In the last two decades more than 5,000 people in the D.C. area have received organ transplants.
As part of organ donation month, local transplant patients are sharing personal experiences, and there’s one delicate piece of the process: correspondence between donor families and recipients.
When Katrina Penney was nine weeks old she had a heart transplant. Cards to the donor’s family went unanswered for six years. But every year Katrina would release three balloons: one red, one pink and one blue to commemorate what she calls her “heart day;” until recently, when she got a response.
“We found out it was a girl, Briana, so finally this year we sent up just two balloons–a red one for love and a pink one,” says Penney.
John Ogden with the Washington Regional Transplant Community says just a small percentage of donors and recipients want to make contact.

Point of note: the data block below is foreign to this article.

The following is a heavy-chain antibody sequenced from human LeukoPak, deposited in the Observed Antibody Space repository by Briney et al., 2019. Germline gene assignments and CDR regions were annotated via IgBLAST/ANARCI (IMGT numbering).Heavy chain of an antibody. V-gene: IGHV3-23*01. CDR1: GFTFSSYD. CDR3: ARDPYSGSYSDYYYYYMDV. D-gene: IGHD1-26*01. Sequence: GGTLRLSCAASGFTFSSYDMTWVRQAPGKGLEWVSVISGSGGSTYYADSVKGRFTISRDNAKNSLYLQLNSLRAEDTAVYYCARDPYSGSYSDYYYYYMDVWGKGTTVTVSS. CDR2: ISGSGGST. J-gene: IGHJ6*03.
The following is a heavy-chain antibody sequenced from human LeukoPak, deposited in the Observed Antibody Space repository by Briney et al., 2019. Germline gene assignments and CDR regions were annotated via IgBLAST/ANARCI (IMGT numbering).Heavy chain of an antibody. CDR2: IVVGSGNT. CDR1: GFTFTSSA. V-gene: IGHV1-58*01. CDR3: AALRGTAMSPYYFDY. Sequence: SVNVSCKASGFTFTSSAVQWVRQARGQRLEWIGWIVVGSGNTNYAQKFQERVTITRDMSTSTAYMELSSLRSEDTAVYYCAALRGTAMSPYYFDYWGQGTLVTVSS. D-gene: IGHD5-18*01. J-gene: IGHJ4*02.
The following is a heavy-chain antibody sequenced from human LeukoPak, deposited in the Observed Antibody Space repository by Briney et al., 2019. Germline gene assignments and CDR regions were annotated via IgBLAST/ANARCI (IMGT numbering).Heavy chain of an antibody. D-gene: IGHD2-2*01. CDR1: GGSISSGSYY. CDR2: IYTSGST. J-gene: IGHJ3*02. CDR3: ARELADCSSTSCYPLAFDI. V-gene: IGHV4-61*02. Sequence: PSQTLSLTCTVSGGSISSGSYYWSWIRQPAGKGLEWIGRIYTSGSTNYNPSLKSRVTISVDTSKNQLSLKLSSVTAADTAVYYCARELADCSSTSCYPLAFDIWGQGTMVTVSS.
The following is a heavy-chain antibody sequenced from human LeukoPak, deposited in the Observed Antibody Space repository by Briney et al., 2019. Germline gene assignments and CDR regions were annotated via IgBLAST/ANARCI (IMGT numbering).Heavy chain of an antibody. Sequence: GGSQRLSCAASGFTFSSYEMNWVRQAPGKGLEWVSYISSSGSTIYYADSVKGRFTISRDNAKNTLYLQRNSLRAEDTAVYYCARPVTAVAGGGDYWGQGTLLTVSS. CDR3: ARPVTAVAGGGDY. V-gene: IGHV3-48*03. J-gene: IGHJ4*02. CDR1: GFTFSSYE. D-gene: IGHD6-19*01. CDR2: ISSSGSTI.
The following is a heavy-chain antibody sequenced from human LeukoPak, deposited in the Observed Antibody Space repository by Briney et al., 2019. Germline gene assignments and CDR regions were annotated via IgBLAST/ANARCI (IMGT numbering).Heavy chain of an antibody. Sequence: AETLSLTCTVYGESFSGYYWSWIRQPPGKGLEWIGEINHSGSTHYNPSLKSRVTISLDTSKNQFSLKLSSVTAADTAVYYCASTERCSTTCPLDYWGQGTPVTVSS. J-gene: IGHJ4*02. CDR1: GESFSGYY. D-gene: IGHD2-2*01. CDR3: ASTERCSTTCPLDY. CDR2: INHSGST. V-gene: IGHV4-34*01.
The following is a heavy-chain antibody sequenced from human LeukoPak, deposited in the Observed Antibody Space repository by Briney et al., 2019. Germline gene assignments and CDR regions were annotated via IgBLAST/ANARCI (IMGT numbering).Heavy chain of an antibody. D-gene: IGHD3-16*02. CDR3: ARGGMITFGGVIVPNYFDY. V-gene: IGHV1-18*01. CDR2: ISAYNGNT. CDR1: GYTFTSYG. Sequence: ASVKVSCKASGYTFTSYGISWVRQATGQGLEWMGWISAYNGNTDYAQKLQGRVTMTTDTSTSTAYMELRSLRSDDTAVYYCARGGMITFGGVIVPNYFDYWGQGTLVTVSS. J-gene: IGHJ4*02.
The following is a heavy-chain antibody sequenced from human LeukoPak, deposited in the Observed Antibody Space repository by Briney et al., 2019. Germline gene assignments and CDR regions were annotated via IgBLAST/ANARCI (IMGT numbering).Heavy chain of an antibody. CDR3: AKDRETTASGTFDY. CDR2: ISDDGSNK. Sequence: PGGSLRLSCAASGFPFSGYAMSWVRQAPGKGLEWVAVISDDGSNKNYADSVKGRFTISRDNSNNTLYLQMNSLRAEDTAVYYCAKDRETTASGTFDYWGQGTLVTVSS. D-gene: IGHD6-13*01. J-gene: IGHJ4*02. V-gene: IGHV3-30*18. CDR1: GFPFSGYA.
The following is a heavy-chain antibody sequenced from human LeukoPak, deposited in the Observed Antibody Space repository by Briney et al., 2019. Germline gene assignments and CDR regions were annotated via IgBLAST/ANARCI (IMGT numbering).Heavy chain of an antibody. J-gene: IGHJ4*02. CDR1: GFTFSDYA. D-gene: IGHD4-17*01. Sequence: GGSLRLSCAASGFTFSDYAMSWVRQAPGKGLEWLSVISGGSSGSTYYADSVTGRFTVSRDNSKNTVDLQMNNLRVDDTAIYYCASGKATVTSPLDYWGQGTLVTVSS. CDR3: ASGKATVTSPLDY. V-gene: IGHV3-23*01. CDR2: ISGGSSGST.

“For the donor families, they’ve gone through such a tremendous loss,” he says. “It’s sometimes difficult for them to rehash the loss. And on the other hand for the recipients, who are alive today because someone has passed away. And for them it’s a matter of survivor’s guilt.”
Katrina’s mother Katy says she doesn’t mind at all that the donor’s family was silent for so long. She says she only thinks of them with one emotion: “unbelievable gratefulness.”
“We’re strangers to them,” she says. “They had no obligation to us. And during such a sad time they had the opportunity to think of someone else.”
In D.C., 34 percent of the adults are registered donors; in Maryland it’s 46 percent and in Virginia it’s 56 percent. More than 100,000 people in the U.S. are waiting for organ donations.